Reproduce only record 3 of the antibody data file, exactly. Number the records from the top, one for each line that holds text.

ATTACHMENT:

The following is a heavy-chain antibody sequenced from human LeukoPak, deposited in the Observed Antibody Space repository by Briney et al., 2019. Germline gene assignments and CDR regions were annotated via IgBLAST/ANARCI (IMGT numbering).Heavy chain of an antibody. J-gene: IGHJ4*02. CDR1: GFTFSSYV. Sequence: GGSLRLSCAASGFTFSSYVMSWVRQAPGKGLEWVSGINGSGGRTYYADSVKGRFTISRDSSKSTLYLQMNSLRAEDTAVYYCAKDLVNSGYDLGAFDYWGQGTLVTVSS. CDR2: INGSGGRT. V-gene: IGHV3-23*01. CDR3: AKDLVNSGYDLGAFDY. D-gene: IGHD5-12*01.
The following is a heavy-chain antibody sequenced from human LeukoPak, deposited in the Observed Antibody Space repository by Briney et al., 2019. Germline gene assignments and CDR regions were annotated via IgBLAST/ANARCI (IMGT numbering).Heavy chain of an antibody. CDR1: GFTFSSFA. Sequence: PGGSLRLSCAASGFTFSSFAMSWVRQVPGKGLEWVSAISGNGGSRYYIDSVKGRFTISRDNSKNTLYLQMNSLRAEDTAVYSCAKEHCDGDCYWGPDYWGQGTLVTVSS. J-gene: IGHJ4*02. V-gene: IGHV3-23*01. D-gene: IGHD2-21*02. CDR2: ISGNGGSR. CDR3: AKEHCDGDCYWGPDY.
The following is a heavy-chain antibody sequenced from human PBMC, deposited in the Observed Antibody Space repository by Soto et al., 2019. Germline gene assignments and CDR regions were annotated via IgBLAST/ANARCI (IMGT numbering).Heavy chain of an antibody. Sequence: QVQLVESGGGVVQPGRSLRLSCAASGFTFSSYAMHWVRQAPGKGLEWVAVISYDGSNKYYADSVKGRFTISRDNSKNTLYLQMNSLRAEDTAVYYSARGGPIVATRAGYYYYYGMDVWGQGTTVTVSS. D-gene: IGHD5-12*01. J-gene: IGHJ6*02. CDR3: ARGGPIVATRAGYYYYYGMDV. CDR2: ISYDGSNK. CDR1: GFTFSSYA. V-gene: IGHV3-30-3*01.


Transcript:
The following is a heavy-chain antibody sequenced from human PBMC, deposited in the Observed Antibody Space repository by Soto et al., 2019. Germline gene assignments and CDR regions were annotated via IgBLAST/ANARCI (IMGT numbering).Heavy chain of an antibody. Sequence: QVQLVESGGGVVQPGRSLRLSCAASGFTFSSYAMHWVRQAPGKGLEWVAVISYDGSNKYYADSVKGRFTISRDNSKNTLYLQMNSLRAEDTAVYYSARGGPIVATRAGYYYYYGMDVWGQGTTVTVSS. D-gene: IGHD5-12*01. J-gene: IGHJ6*02. CDR3: ARGGPIVATRAGYYYYYGMDV. CDR2: ISYDGSNK. CDR1: GFTFSSYA. V-gene: IGHV3-30-3*01.